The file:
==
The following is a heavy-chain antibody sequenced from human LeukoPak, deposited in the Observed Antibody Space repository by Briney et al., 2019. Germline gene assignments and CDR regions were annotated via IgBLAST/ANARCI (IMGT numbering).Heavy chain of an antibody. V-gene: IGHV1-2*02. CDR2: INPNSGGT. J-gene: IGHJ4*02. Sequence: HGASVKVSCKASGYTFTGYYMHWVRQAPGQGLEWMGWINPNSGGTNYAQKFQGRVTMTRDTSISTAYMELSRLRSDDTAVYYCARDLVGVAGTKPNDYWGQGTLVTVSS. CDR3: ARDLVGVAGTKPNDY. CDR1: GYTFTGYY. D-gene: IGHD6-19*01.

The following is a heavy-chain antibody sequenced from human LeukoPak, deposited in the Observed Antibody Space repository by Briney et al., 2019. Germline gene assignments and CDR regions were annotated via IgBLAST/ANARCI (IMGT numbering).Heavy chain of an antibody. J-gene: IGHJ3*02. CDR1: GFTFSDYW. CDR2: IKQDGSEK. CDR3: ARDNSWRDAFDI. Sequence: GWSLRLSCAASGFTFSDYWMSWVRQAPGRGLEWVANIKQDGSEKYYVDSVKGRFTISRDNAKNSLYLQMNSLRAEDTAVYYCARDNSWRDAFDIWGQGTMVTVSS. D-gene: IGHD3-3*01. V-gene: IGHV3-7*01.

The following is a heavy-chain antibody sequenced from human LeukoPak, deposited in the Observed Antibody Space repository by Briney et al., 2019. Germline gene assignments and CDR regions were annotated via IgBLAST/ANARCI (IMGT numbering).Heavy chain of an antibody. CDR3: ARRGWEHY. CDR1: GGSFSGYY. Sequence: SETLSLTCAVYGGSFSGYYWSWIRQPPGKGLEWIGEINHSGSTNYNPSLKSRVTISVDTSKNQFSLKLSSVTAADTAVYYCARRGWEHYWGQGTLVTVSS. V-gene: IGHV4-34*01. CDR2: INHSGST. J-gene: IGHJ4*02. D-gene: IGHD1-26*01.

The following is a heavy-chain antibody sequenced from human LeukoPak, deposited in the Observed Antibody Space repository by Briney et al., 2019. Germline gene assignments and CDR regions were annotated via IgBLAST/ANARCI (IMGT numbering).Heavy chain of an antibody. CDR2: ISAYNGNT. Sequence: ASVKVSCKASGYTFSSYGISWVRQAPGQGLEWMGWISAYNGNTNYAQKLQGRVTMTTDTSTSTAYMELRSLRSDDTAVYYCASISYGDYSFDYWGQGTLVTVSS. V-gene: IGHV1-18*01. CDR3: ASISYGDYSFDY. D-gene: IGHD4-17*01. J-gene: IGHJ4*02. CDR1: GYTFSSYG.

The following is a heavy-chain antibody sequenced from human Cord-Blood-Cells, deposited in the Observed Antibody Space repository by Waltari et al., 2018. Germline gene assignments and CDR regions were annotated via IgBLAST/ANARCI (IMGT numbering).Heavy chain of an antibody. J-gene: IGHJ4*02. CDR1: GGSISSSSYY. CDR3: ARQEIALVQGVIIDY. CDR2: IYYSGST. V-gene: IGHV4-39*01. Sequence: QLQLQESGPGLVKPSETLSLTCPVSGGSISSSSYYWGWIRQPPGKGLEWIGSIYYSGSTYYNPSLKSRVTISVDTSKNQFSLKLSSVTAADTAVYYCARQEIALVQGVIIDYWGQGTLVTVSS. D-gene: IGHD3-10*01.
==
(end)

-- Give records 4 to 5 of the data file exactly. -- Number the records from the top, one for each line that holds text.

The following is a heavy-chain antibody sequenced from human LeukoPak, deposited in the Observed Antibody Space repository by Briney et al., 2019. Germline gene assignments and CDR regions were annotated via IgBLAST/ANARCI (IMGT numbering).Heavy chain of an antibody. CDR2: ISAYNGNT. Sequence: ASVKVSCKASGYTFSSYGISWVRQAPGQGLEWMGWISAYNGNTNYAQKLQGRVTMTTDTSTSTAYMELRSLRSDDTAVYYCASISYGDYSFDYWGQGTLVTVSS. V-gene: IGHV1-18*01. CDR3: ASISYGDYSFDY. D-gene: IGHD4-17*01. J-gene: IGHJ4*02. CDR1: GYTFSSYG.

The following is a heavy-chain antibody sequenced from human Cord-Blood-Cells, deposited in the Observed Antibody Space repository by Waltari et al., 2018. Germline gene assignments and CDR regions were annotated via IgBLAST/ANARCI (IMGT numbering).Heavy chain of an antibody. J-gene: IGHJ4*02. CDR1: GGSISSSSYY. CDR3: ARQEIALVQGVIIDY. CDR2: IYYSGST. V-gene: IGHV4-39*01. Sequence: QLQLQESGPGLVKPSETLSLTCPVSGGSISSSSYYWGWIRQPPGKGLEWIGSIYYSGSTYYNPSLKSRVTISVDTSKNQFSLKLSSVTAADTAVYYCARQEIALVQGVIIDYWGQGTLVTVSS. D-gene: IGHD3-10*01.